What on earth is going on at the Roanoke Times? They have published yet another nasty and misleadingly inaccurate opinion piece urging people to hate and fear all pit bulls and continuing the pattern of an earlier and equally irrational opinion piece in the Roanoke paper suggesting that all “rescue dogs” are pit bulls. Accompanying the piece was an irresponsibly inflammatory photo of a muzzled pit bull looking for all the world like Hannibal Lector.
This most recent op/ed piece is by Nancy Harrison, who is an American Kennel Club judge (of course she is) and who shows pure bred dogs (of course she does). It takes the position that pit bulls have been exclusively and intentionally bred for fighting and are genetically obliged to “attack and kill.” The op/ed makes reference to a piece I wrote earlier which explains the reasonable and humane truth about pit bull type dogs but the link to what I wrote is faulty and does not take you to what I wrote. It is difficult to imagine that this is an honest error on the Times part since the paper is clearly promoting her fear-mongering viewpoint by repeatedly publishing these dangerously wacky pieces. Or, maybe, the Roanoke Times has just discovered how many hits it gets to its website when it keeps on poking this topic.
Ms. Harrison focuses in the piece the Roanoke Times published on the breeding issues and would have us believe that all pit bull type dogs are the progeny of dogs bred for fighting and therefore they are all killers at heart because of their genetics. This reminds me of Donald Trump’s statement that all Mexican immigrants are rapists. Both reflect the nasty and unreasonable bigotry of racism that does not give people or animals credit for being individuals. And both are intended to promote the personal interests of the person making the statement by playing to the most base of human motives.
Large groups of individuals do not all share the same traits. It is unreasonable to believe that every one of any group behaves in the same way. Having headed a humane organization for 18 years that has saved the lives of thousands of pit bull type dogs (along with tens of thousands of rescue dogs in general), I believe I have a great deal more direct experience with these dogs than does Ms. Harrison from her AKC perch. I know from direct contact that there are many gentle and loving pit bull type dogs (it is not a breed) who will make wonderful family pets if given the chance. Ms. Harrison’s bigotry would deny them that chance and, if shared by the rest of our society, would result in innocent dogs being killed.
She also seems to be totally ignorant of the law. She says that “dogfighting is technically illegal, but rarely prosecuted.”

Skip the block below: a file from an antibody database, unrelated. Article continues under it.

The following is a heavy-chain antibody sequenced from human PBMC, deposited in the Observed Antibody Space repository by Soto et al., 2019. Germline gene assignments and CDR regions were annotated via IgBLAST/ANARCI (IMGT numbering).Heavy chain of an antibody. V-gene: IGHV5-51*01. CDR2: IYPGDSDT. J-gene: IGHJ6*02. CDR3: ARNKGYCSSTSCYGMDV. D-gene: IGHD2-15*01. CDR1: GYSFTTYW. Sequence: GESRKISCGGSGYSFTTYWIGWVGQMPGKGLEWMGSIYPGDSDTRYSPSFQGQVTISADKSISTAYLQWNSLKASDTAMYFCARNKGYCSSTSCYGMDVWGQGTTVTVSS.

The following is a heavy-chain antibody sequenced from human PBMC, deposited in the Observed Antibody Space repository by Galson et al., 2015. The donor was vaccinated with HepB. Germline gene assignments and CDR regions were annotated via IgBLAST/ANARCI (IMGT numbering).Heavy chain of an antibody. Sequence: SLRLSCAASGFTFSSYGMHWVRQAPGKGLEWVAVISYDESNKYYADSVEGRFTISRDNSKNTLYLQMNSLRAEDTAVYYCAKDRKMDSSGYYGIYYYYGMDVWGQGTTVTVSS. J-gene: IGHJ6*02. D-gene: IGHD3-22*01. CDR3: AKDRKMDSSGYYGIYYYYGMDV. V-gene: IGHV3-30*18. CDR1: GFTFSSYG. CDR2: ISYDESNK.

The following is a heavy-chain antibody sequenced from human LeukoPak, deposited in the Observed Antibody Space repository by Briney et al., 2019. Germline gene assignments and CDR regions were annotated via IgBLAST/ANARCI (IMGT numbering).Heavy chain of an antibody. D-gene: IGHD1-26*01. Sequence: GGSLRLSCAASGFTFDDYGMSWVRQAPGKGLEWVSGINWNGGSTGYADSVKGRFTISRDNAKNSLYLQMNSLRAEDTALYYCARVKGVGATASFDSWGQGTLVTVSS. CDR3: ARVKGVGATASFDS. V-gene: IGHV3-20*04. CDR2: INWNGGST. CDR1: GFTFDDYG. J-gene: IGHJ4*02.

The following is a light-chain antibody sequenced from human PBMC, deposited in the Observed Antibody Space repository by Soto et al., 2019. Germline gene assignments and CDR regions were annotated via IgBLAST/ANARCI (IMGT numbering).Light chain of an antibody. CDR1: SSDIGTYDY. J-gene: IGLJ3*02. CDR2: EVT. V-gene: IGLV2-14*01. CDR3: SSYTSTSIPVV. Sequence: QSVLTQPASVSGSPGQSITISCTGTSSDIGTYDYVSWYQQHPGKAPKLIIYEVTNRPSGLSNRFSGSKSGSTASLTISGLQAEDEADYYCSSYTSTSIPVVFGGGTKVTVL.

“Technically” illegal? What does that mean? Animal fighting in Virginia is a felony and is aggressively investigated and prosecuted across our state. She ends her piece with this bizarre statement: “Laws need to be changed. How about seizing the property of any person found to have a dogfight on his or her property? How about charging any person who attends a dogfight with aiding and abetting a felony? How about prosecuting people who are not rich and famous?” Laws do not need to be changed for any of those things to occur.
I would know that since I have spent more hours than I could count in the halls and meeting rooms of the General Assembly working for the strengthening of our animal fighting statute which we achieved a couple of years ago. As a result, each of the things she claims should become the law in fact are the law. These things have been the law since 2008. Ms. Harrison was not a part of that effort and her suggestion that what she really wants is a change in the laws is disingenuous. She does not even know what the law is.
So, what is all this about – this series of opinion pieces that are meant to inspire fear of pit bull type dogs and that seek to blur the lines by using the generalized term “rescue dogs” to refer to them? It is most assuredly not about a concern for our laws. It is intended to instill fear in the general public about the nature of dogs in animal shelters so that they will be hesitant about going to a shelter to adopt their next pet. Why do that? Quite simple. Folks like Ms. Harrison want to protect the economic self interests of breeders who are becoming increasingly fearful of the growing public understanding that the best source for wonderful pets is your local animal shelter, and that, when you adopt a pet, you not only gain a great new companion but you also save lives. If they can make you think that all pit bulls are scary and mean and that all rescue dogs are pit bulls then they can prevent you from adopting a shelter dog and thereby push you toward a breeder or a pet store.
Don’t fall for it. Bigotry is always wrong. There are great dogs of all types in shelters. They need you so much. When you adopt a dog, whether from the Richmond SPCA or any other reputable shelter, you help a wonderful animal who has done nothing wrong but be homeless to have a happy life in a home with love and care. You open up a space for us to go out and save another dog in need. It fills your heart and your home with love.
Robin Robertson Starr is the chief executive officer of the Richmond SPCA. To read her biography or that of our other bloggers, please click here. Before posting a comment, please review our comment guidelines. Please note that our comment policy requires both your first and last name to be used as your screen name.